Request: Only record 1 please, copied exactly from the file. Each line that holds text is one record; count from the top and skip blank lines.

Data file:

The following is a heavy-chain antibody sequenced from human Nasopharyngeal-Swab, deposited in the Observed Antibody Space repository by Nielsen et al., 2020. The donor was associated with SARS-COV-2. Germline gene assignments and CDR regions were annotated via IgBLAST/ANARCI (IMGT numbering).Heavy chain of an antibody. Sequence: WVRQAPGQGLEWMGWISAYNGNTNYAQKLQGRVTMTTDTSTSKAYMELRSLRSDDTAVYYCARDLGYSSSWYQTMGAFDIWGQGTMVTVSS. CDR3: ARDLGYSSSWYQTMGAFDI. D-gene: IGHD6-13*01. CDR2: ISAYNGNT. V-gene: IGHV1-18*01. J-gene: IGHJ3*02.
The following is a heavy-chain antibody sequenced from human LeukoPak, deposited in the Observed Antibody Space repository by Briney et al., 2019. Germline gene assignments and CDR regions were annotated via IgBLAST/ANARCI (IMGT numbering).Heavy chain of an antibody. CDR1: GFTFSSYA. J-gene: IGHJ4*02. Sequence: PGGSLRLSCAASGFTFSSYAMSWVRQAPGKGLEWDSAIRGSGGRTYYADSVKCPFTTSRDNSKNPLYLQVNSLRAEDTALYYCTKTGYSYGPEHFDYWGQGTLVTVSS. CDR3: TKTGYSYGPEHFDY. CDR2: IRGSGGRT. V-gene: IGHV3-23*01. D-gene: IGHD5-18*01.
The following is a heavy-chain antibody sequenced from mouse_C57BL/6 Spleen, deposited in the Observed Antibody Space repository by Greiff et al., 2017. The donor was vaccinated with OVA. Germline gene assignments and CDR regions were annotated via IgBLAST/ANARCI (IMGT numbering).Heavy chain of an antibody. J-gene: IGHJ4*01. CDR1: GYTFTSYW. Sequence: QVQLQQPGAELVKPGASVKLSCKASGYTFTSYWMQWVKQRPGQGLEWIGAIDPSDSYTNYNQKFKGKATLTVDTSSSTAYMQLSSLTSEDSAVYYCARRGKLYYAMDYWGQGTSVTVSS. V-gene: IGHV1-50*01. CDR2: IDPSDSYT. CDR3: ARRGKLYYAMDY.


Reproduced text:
The following is a heavy-chain antibody sequenced from human Nasopharyngeal-Swab, deposited in the Observed Antibody Space repository by Nielsen et al., 2020. The donor was associated with SARS-COV-2. Germline gene assignments and CDR regions were annotated via IgBLAST/ANARCI (IMGT numbering).Heavy chain of an antibody. Sequence: WVRQAPGQGLEWMGWISAYNGNTNYAQKLQGRVTMTTDTSTSKAYMELRSLRSDDTAVYYCARDLGYSSSWYQTMGAFDIWGQGTMVTVSS. CDR3: ARDLGYSSSWYQTMGAFDI. D-gene: IGHD6-13*01. CDR2: ISAYNGNT. V-gene: IGHV1-18*01. J-gene: IGHJ3*02.